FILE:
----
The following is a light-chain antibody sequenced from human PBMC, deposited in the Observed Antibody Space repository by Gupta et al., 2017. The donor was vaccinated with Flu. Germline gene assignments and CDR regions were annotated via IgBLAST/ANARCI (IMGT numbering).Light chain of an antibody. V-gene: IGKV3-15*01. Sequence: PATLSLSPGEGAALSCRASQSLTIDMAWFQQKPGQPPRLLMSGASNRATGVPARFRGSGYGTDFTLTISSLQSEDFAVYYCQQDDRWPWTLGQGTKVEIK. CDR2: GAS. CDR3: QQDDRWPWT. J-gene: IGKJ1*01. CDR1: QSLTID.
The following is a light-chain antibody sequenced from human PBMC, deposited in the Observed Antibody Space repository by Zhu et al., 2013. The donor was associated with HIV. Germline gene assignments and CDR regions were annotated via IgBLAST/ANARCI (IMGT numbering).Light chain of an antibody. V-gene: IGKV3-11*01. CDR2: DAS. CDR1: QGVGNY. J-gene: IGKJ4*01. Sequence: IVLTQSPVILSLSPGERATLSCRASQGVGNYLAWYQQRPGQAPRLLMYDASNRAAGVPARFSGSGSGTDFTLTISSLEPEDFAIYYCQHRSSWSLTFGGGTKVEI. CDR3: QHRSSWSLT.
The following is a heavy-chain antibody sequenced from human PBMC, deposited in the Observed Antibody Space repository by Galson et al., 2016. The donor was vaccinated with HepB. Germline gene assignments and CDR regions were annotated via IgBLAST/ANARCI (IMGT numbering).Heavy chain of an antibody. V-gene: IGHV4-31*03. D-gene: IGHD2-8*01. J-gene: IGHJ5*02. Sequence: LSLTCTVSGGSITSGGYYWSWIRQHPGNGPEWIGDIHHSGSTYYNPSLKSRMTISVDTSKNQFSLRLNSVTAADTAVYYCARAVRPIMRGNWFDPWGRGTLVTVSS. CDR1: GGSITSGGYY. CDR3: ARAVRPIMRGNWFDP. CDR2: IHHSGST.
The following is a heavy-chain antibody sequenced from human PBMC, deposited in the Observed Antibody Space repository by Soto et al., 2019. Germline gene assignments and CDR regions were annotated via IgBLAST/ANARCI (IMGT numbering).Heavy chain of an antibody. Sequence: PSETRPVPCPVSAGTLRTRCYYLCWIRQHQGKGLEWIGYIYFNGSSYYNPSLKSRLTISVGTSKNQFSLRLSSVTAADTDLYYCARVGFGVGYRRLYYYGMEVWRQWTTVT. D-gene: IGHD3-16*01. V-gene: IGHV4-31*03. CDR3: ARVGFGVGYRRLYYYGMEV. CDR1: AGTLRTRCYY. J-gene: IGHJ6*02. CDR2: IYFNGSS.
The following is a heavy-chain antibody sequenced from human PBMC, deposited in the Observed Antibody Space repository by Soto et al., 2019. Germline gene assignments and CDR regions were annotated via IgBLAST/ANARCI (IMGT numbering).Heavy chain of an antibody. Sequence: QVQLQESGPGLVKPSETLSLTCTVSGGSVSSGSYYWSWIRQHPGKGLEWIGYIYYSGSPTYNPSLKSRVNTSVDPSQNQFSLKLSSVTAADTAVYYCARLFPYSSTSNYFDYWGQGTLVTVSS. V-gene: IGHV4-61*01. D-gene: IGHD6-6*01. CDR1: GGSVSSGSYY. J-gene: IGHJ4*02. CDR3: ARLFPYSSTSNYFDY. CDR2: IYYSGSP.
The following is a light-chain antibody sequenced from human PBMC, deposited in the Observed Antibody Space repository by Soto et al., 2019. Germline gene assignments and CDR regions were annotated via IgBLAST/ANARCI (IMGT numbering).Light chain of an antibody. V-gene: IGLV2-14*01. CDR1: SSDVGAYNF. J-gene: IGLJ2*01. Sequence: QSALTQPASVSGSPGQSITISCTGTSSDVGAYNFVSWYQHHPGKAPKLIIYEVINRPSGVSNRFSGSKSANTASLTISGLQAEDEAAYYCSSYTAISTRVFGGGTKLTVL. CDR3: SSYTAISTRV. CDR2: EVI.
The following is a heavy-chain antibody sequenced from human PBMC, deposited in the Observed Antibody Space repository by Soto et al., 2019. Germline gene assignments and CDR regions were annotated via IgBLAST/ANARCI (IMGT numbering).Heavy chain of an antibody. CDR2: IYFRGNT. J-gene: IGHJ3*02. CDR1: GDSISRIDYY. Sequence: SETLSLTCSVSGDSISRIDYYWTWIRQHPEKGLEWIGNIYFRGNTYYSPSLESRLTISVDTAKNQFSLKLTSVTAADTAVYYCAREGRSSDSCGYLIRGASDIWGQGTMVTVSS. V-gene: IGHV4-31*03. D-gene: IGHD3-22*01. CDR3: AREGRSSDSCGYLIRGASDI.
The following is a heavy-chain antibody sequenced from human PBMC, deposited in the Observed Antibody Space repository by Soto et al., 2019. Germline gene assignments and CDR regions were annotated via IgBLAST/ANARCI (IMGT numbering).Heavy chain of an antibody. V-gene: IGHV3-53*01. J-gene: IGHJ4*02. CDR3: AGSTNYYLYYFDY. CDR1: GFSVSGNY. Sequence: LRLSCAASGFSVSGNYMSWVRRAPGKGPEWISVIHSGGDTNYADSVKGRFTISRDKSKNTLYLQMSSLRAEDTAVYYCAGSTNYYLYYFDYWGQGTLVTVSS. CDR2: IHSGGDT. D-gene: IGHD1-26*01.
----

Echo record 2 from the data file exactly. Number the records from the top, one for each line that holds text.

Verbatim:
The following is a light-chain antibody sequenced from human PBMC, deposited in the Observed Antibody Space repository by Zhu et al., 2013. The donor was associated with HIV. Germline gene assignments and CDR regions were annotated via IgBLAST/ANARCI (IMGT numbering).Light chain of an antibody. V-gene: IGKV3-11*01. CDR2: DAS. CDR1: QGVGNY. J-gene: IGKJ4*01. Sequence: IVLTQSPVILSLSPGERATLSCRASQGVGNYLAWYQQRPGQAPRLLMYDASNRAAGVPARFSGSGSGTDFTLTISSLEPEDFAIYYCQHRSSWSLTFGGGTKVEI. CDR3: QHRSSWSLT.